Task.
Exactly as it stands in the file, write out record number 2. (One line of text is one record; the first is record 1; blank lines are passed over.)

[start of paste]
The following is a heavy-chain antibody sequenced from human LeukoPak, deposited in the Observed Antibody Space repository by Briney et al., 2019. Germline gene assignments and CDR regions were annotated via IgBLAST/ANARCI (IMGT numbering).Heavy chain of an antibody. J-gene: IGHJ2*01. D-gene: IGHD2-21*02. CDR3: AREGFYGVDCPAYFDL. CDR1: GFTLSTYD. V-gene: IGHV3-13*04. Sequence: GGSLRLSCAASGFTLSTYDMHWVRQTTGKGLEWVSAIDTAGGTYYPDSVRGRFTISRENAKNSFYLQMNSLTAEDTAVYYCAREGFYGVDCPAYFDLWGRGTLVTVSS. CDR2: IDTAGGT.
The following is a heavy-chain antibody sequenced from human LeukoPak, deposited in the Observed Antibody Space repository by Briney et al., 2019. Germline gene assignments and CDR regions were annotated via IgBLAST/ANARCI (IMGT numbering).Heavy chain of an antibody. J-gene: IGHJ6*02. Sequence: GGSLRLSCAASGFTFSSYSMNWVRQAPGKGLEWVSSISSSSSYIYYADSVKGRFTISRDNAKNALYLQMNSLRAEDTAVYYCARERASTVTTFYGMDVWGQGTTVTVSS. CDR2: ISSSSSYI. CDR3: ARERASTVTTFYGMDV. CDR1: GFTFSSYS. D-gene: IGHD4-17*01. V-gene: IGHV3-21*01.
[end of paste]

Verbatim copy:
The following is a heavy-chain antibody sequenced from human LeukoPak, deposited in the Observed Antibody Space repository by Briney et al., 2019. Germline gene assignments and CDR regions were annotated via IgBLAST/ANARCI (IMGT numbering).Heavy chain of an antibody. J-gene: IGHJ6*02. Sequence: GGSLRLSCAASGFTFSSYSMNWVRQAPGKGLEWVSSISSSSSYIYYADSVKGRFTISRDNAKNALYLQMNSLRAEDTAVYYCARERASTVTTFYGMDVWGQGTTVTVSS. CDR2: ISSSSSYI. CDR3: ARERASTVTTFYGMDV. CDR1: GFTFSSYS. D-gene: IGHD4-17*01. V-gene: IGHV3-21*01.